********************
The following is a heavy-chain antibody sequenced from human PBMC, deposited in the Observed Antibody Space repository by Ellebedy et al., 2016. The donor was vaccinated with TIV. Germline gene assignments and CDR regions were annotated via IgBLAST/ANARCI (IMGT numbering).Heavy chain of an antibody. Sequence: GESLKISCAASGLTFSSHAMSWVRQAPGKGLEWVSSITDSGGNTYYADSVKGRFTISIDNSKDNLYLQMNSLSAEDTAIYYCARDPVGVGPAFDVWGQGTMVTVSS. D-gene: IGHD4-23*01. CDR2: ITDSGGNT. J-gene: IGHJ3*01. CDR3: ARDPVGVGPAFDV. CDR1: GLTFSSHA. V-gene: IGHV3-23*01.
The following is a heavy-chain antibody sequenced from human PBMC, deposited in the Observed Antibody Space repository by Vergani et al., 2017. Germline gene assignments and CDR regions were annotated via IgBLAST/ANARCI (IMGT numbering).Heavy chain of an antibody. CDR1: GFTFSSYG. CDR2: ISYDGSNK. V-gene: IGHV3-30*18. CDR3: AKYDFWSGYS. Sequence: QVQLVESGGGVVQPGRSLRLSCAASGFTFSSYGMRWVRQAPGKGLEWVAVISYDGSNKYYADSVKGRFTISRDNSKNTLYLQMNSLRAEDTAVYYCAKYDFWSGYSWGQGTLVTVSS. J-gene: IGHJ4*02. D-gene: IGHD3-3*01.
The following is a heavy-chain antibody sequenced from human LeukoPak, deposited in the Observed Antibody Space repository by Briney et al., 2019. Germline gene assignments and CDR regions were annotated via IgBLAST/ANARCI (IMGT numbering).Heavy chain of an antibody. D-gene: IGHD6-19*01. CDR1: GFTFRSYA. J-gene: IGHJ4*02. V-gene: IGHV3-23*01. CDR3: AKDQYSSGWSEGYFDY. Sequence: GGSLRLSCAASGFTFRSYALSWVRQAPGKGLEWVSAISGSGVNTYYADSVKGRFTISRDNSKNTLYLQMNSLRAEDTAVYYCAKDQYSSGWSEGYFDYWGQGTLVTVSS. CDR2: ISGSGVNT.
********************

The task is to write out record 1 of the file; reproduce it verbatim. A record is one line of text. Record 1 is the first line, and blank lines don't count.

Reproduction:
The following is a heavy-chain antibody sequenced from human PBMC, deposited in the Observed Antibody Space repository by Ellebedy et al., 2016. The donor was vaccinated with TIV. Germline gene assignments and CDR regions were annotated via IgBLAST/ANARCI (IMGT numbering).Heavy chain of an antibody. Sequence: GESLKISCAASGLTFSSHAMSWVRQAPGKGLEWVSSITDSGGNTYYADSVKGRFTISIDNSKDNLYLQMNSLSAEDTAIYYCARDPVGVGPAFDVWGQGTMVTVSS. D-gene: IGHD4-23*01. CDR2: ITDSGGNT. J-gene: IGHJ3*01. CDR3: ARDPVGVGPAFDV. CDR1: GLTFSSHA. V-gene: IGHV3-23*01.